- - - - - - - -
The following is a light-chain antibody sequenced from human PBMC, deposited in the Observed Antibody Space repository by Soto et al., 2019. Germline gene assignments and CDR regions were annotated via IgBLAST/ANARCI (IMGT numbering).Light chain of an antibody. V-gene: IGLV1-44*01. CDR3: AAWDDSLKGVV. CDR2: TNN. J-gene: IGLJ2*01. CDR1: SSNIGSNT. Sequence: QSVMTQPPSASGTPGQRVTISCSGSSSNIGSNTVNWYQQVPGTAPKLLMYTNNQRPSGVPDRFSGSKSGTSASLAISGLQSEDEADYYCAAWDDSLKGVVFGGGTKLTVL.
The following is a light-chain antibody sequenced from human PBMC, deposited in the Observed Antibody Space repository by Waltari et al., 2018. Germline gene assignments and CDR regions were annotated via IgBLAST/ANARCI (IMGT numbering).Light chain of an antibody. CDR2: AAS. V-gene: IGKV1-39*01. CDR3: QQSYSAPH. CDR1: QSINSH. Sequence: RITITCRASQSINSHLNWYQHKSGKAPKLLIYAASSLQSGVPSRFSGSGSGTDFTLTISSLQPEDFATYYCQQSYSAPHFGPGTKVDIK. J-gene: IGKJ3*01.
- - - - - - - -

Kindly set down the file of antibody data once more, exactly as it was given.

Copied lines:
The following is a light-chain antibody sequenced from human PBMC, deposited in the Observed Antibody Space repository by Soto et al., 2019. Germline gene assignments and CDR regions were annotated via IgBLAST/ANARCI (IMGT numbering).Light chain of an antibody. V-gene: IGLV1-44*01. CDR3: AAWDDSLKGVV. CDR2: TNN. J-gene: IGLJ2*01. CDR1: SSNIGSNT. Sequence: QSVMTQPPSASGTPGQRVTISCSGSSSNIGSNTVNWYQQVPGTAPKLLMYTNNQRPSGVPDRFSGSKSGTSASLAISGLQSEDEADYYCAAWDDSLKGVVFGGGTKLTVL.
The following is a light-chain antibody sequenced from human PBMC, deposited in the Observed Antibody Space repository by Waltari et al., 2018. Germline gene assignments and CDR regions were annotated via IgBLAST/ANARCI (IMGT numbering).Light chain of an antibody. CDR2: AAS. V-gene: IGKV1-39*01. CDR3: QQSYSAPH. CDR1: QSINSH. Sequence: RITITCRASQSINSHLNWYQHKSGKAPKLLIYAASSLQSGVPSRFSGSGSGTDFTLTISSLQPEDFATYYCQQSYSAPHFGPGTKVDIK. J-gene: IGKJ3*01.